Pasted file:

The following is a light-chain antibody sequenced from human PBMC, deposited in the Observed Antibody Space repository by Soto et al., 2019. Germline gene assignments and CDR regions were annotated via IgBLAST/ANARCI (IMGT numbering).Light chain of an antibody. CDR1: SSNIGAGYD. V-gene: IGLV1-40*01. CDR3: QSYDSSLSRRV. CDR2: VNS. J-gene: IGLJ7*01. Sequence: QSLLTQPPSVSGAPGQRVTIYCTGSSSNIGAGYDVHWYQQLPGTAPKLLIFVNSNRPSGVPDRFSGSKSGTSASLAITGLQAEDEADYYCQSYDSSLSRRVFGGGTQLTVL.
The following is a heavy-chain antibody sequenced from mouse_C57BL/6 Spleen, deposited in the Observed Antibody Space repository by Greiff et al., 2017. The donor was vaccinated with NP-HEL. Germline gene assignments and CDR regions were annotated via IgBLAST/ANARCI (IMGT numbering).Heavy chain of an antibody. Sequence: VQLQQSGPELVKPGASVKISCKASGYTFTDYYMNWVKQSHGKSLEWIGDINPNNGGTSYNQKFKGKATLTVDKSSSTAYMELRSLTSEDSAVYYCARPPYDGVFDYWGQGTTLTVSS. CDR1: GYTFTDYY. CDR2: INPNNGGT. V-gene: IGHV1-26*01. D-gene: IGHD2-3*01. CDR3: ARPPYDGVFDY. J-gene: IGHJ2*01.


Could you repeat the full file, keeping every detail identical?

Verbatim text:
The following is a light-chain antibody sequenced from human PBMC, deposited in the Observed Antibody Space repository by Soto et al., 2019. Germline gene assignments and CDR regions were annotated via IgBLAST/ANARCI (IMGT numbering).Light chain of an antibody. CDR1: SSNIGAGYD. V-gene: IGLV1-40*01. CDR3: QSYDSSLSRRV. CDR2: VNS. J-gene: IGLJ7*01. Sequence: QSLLTQPPSVSGAPGQRVTIYCTGSSSNIGAGYDVHWYQQLPGTAPKLLIFVNSNRPSGVPDRFSGSKSGTSASLAITGLQAEDEADYYCQSYDSSLSRRVFGGGTQLTVL.
The following is a heavy-chain antibody sequenced from mouse_C57BL/6 Spleen, deposited in the Observed Antibody Space repository by Greiff et al., 2017. The donor was vaccinated with NP-HEL. Germline gene assignments and CDR regions were annotated via IgBLAST/ANARCI (IMGT numbering).Heavy chain of an antibody. Sequence: VQLQQSGPELVKPGASVKISCKASGYTFTDYYMNWVKQSHGKSLEWIGDINPNNGGTSYNQKFKGKATLTVDKSSSTAYMELRSLTSEDSAVYYCARPPYDGVFDYWGQGTTLTVSS. CDR1: GYTFTDYY. CDR2: INPNNGGT. V-gene: IGHV1-26*01. D-gene: IGHD2-3*01. CDR3: ARPPYDGVFDY. J-gene: IGHJ2*01.